I will try and find the reference later (I hope I have it printed up at home somewhere). I have reference to attacks on network systems that the less connected system has much more frequent collapses, but they generally do not affect the greater whole. Highly connected systems are very stable in general terms, but when they do have an “event” they are more likely to have a complete system collapse.

I work in commercial construction. It has catastrophic financial collapses within its component parts (building projects) all the time. When you have relatively small contractors, the effect of the collapse tends to end with the bankruptcy of the firm and possibly chain reaction bankruptcy through a few other related subcontractors.

The very large, multinational contractors do not go bankrupt with the collapse of one project, instead they ride it out, pay there bills, and generally the building owner views it as a much safer process.

However, when you get a really big collapse these firms can (and do) go under. In this case their size and interconnection to so many projects is likely to cause a greater overall problem.

A few years ago, the construction corporate rollup was a popular Wall Street model. A corporate entity would buy up a number of midsize contracting outfits and put them under (at least in theory) a unified systematic governance structure with deep pockets.
What actually happened? A disastrous project in California (or somewhere) would suck money out of the corporate entity. The successful (previously separate) parts of the company would start having problems as the company became slow paying. It generally turned into a slow negative feedback system and the rollup would go bk.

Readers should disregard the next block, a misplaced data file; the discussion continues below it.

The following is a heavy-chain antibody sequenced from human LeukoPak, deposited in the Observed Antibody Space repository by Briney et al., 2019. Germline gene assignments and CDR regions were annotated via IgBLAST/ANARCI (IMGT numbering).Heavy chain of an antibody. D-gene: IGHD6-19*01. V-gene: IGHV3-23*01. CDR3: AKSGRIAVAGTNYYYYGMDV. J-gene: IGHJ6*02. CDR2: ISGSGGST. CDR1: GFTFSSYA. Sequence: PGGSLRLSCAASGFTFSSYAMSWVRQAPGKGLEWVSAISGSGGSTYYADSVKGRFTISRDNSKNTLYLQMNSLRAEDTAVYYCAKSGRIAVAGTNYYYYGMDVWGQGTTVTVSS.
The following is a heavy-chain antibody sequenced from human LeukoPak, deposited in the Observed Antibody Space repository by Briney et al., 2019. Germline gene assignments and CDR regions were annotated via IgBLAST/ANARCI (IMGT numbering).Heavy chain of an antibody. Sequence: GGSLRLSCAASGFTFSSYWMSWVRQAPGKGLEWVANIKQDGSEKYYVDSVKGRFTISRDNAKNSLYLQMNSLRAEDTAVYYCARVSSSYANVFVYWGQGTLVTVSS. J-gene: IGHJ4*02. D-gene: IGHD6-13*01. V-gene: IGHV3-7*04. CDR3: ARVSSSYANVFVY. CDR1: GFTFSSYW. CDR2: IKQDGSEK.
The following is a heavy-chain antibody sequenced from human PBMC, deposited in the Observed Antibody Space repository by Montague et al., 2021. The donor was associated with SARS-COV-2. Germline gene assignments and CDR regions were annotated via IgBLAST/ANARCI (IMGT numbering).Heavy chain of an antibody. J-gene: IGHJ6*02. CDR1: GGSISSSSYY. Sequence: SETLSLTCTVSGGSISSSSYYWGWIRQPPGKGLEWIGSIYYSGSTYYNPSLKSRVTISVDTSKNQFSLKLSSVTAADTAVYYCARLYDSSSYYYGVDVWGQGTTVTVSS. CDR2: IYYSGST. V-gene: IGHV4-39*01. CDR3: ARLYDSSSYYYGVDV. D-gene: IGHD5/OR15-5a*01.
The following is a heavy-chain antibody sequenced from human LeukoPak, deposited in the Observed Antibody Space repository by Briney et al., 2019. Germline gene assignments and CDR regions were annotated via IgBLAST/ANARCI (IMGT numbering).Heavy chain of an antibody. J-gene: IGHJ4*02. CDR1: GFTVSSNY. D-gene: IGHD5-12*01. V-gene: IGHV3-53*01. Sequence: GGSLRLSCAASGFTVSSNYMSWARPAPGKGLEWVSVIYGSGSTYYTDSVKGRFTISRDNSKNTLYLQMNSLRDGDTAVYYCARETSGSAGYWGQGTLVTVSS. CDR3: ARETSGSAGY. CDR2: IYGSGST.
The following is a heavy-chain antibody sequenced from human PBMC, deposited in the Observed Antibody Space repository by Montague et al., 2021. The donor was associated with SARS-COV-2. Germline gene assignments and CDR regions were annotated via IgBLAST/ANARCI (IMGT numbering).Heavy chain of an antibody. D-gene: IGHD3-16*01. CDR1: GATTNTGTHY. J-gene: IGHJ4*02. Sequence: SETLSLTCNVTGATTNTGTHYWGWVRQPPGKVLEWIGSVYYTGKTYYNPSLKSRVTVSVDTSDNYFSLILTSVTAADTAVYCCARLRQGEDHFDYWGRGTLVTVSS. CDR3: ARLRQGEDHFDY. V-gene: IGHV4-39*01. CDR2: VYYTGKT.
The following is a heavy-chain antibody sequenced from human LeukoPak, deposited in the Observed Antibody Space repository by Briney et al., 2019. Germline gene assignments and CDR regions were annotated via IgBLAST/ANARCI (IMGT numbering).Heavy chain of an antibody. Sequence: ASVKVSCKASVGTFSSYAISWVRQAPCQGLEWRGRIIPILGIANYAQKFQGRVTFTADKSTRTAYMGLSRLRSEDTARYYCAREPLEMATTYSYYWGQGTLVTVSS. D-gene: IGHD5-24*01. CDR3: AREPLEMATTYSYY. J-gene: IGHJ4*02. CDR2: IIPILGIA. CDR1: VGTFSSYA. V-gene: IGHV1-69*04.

In effect, the fluidity of the rollup, allowed the mega-big hit to be transmitted much further across the industry. Fortunately, the industry is still rather fragmented. Industry wide collapses within commercial construction tend to come from outside the system (the general economy), not within it.

7. Daniel Newby

As an engineer who designs control systems, nonlinearity is the last item on my list of Things To Worry About. If something is moderately (but not wildly) nonlinear you just design for the steepest part of the curve.

No, what burns my bacon is delay. That takes a little explanation. Active stability is provided by negative feedback. When the system is above the desired operating condition (a positive error), a restoring force is applied in the negative direction. When it is below the desired point (a negative error), the restoring force is applied in the positive direction. It’s called negative feedback because the restoring force is proportional to the mathematical negative of the error. Force = (negative number) * (current condition – desired condition).

The problem is that most systems in the real world have “momentum”. There is a delay between applying the restoring force and the resulting change in the condition. Simple negative feedback will always overshoot the mark. If the force was too large, or the system has little “drag”, it will then overshoot it in the other direction, oscillating back and forth before gradually converging on the desired condition. If the force is way too large, it will never converge, but instead oscillate back and forth forever.

What is happening is that the controller is trying to manage this cycle’s positive overshoot but is looking so far into the past that it sees the previous (negative) half of the cycle. When that happens, the negative feedback number effectively turns positive and the system runs away with itself.

Engineers deal with this effect by taking other data into consideration. The two most common are the rate of change and the cumulative error. In other words, if something has momentum, you push less hard in proportion to how fast it is moving towards the goal (you may even pull backwards to reduce overshoot). Using cumulative error ignores momentary disturbances. Most control problems can be solved using cumulative error, instantaneous error, and rate of change.